Who can be held liable when an autonomous vehicle strikes and kills a pedestrian?
This legal question came to the fore this week when an autonomous Uber car struck and killed a pedestrian in Tempe, Arizona, just outside of Phoenix.
Liability for the women’s death is at issue.
Tempe Police said the vehicle was in self-driving mode with a driver behind the wheel at 10 PM time when it struck a woman who was crossing the road outside a crosswalk. Elaine Herzberg, 49, of Mesa was transported to a local hospital where she died from injuries suffered in the mishap.
Uber Technologies Inc. said in a statement that “our hearts go out to the victim’s family. We’re fully cooperating with Tempe police and local authorities as they investigate this accident.”
In light of the tragedy, Uber announced that it is suspending autonomous vehicle testing in Tempe, San Francisco, and other cities.
The National Transportation Safety Board is also investigating the accident. The agency said in a statement that a team of investigators will go through Uber’s equipment and video to help determine what caused the crash, in addition to examining “the vehicle’s interaction with the environment, other vehicles and vulnerable road users, such as pedestrians and bicyclists.” Human performance also will be examined, the NTSB said.
Arizona Governor Signed Executive Order Weeks Earlier Expanding Tests
In a somewhat ironic twist, Arizona Governor Doug Ducey recently updated the state’s autonomous vehicle executive order just 18 days before the fatal crash. The governor’s order permits autonomous vehicles to operate on the state’s roads without a human present.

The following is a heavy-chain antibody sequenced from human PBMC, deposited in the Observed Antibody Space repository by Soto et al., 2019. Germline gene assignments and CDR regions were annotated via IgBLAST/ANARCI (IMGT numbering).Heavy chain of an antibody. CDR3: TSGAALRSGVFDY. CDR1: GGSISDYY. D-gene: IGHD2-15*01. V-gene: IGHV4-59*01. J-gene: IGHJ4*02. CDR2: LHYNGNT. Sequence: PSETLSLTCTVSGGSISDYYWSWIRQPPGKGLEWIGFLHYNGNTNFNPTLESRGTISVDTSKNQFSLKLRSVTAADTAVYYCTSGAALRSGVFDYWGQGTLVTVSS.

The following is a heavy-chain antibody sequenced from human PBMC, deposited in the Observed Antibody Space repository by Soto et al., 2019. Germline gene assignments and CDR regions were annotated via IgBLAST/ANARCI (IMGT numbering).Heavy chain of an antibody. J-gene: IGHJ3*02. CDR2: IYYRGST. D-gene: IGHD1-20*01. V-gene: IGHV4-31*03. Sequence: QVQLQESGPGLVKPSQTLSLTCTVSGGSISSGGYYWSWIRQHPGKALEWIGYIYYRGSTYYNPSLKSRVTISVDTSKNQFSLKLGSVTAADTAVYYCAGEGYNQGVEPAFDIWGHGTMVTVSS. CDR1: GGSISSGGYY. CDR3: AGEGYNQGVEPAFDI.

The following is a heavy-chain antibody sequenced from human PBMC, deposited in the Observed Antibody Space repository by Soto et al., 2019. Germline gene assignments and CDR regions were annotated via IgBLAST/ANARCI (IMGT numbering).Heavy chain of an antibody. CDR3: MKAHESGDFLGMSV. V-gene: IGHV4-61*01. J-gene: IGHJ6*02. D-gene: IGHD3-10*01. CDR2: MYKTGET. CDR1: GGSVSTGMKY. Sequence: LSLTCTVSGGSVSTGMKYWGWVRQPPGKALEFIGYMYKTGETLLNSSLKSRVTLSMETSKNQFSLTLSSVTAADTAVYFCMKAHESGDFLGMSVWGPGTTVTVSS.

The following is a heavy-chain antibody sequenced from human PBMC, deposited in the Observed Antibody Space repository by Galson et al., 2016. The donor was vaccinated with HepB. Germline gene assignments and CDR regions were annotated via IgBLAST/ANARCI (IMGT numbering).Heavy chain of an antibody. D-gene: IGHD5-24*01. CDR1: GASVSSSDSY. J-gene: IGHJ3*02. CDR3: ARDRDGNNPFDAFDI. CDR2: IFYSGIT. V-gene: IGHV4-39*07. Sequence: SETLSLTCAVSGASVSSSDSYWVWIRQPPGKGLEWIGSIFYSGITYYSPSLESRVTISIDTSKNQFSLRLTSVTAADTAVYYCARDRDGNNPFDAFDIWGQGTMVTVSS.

“As technology advances, our policies and priorities must adapt to remain competitive in today’s economy,” said Ducey in a news release announcing the change. “This executive order embraces new technologies by creating an environment that supports autonomous vehicle innovation and maintains a focus on public safety.” The new order mandates that all automated driving systems comply with all federal and state safety standards, including that the vehicle be able to stop if the automated system fails, that it comply with all state traffic and safety laws, and be licensed, registered, and insured in the state.
Who’s at Fault?
Evidence shows that the autonomous vehicle was traveling at 38 mph, although it is yet to be determined if that was above or below the speed limit. The vehicle’s back-up driver was 44-year-old Rafaela Vasquez. The back-up operator behind the wheel can take the car out of self-driving mode if need be.
Although the victim was not an Uber passenger, her family may be bound by Uber’s arbitration agreement if she ever downloaded the company’s app. The company’s requirement is extremely broad.
Expert Testimony Likely to be Needed in Cases
The accident in Arizona involving the autonomous Uber car is among the first fatalities related to the driverless car industry. Two years ago, a man riding in a Tesla operating in autopilot mode was killed when the vehicle steered under a semi-tractor trailer.
ForensisGroup has a host of experts that can assist in a case like this concerning autonomous vehicle use, as well as accident reconstruction and safety.